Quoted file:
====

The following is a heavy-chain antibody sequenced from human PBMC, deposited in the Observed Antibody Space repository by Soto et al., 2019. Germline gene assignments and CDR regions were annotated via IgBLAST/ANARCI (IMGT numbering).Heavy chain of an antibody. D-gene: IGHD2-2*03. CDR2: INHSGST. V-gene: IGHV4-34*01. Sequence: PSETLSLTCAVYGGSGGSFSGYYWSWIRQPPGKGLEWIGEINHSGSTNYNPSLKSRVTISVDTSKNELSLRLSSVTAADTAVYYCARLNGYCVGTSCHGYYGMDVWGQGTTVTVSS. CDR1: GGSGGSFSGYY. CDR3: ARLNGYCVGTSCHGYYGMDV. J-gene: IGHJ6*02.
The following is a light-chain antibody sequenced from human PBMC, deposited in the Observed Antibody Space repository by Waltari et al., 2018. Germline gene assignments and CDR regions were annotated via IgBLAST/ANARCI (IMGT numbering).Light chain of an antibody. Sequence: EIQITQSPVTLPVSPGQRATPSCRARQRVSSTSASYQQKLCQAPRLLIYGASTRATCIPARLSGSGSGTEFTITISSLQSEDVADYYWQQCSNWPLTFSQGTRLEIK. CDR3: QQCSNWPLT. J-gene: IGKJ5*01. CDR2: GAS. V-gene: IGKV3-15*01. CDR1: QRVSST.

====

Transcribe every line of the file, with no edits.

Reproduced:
The following is a heavy-chain antibody sequenced from human PBMC, deposited in the Observed Antibody Space repository by Soto et al., 2019. Germline gene assignments and CDR regions were annotated via IgBLAST/ANARCI (IMGT numbering).Heavy chain of an antibody. D-gene: IGHD2-2*03. CDR2: INHSGST. V-gene: IGHV4-34*01. Sequence: PSETLSLTCAVYGGSGGSFSGYYWSWIRQPPGKGLEWIGEINHSGSTNYNPSLKSRVTISVDTSKNELSLRLSSVTAADTAVYYCARLNGYCVGTSCHGYYGMDVWGQGTTVTVSS. CDR1: GGSGGSFSGYY. CDR3: ARLNGYCVGTSCHGYYGMDV. J-gene: IGHJ6*02.
The following is a light-chain antibody sequenced from human PBMC, deposited in the Observed Antibody Space repository by Waltari et al., 2018. Germline gene assignments and CDR regions were annotated via IgBLAST/ANARCI (IMGT numbering).Light chain of an antibody. Sequence: EIQITQSPVTLPVSPGQRATPSCRARQRVSSTSASYQQKLCQAPRLLIYGASTRATCIPARLSGSGSGTEFTITISSLQSEDVADYYWQQCSNWPLTFSQGTRLEIK. CDR3: QQCSNWPLT. J-gene: IGKJ5*01. CDR2: GAS. V-gene: IGKV3-15*01. CDR1: QRVSST.